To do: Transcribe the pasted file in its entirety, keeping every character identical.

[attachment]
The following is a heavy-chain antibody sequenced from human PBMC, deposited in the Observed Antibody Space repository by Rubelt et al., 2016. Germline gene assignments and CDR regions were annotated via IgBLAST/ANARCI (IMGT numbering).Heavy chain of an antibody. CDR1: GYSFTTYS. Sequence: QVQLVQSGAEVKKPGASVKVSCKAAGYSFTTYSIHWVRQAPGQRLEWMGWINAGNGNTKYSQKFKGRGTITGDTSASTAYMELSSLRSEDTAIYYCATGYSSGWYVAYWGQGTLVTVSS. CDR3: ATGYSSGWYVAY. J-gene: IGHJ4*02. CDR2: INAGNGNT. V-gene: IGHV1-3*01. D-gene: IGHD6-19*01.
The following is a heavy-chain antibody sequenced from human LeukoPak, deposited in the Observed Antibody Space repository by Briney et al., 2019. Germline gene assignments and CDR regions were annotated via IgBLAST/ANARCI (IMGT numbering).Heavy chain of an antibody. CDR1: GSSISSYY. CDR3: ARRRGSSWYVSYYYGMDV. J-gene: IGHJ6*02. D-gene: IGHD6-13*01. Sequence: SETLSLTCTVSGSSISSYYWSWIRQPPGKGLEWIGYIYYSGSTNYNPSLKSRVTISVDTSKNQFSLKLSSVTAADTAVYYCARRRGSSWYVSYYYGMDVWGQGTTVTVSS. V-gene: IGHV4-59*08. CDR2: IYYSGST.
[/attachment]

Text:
The following is a heavy-chain antibody sequenced from human PBMC, deposited in the Observed Antibody Space repository by Rubelt et al., 2016. Germline gene assignments and CDR regions were annotated via IgBLAST/ANARCI (IMGT numbering).Heavy chain of an antibody. CDR1: GYSFTTYS. Sequence: QVQLVQSGAEVKKPGASVKVSCKAAGYSFTTYSIHWVRQAPGQRLEWMGWINAGNGNTKYSQKFKGRGTITGDTSASTAYMELSSLRSEDTAIYYCATGYSSGWYVAYWGQGTLVTVSS. CDR3: ATGYSSGWYVAY. J-gene: IGHJ4*02. CDR2: INAGNGNT. V-gene: IGHV1-3*01. D-gene: IGHD6-19*01.
The following is a heavy-chain antibody sequenced from human LeukoPak, deposited in the Observed Antibody Space repository by Briney et al., 2019. Germline gene assignments and CDR regions were annotated via IgBLAST/ANARCI (IMGT numbering).Heavy chain of an antibody. CDR1: GSSISSYY. CDR3: ARRRGSSWYVSYYYGMDV. J-gene: IGHJ6*02. D-gene: IGHD6-13*01. Sequence: SETLSLTCTVSGSSISSYYWSWIRQPPGKGLEWIGYIYYSGSTNYNPSLKSRVTISVDTSKNQFSLKLSSVTAADTAVYYCARRRGSSWYVSYYYGMDVWGQGTTVTVSS. V-gene: IGHV4-59*08. CDR2: IYYSGST.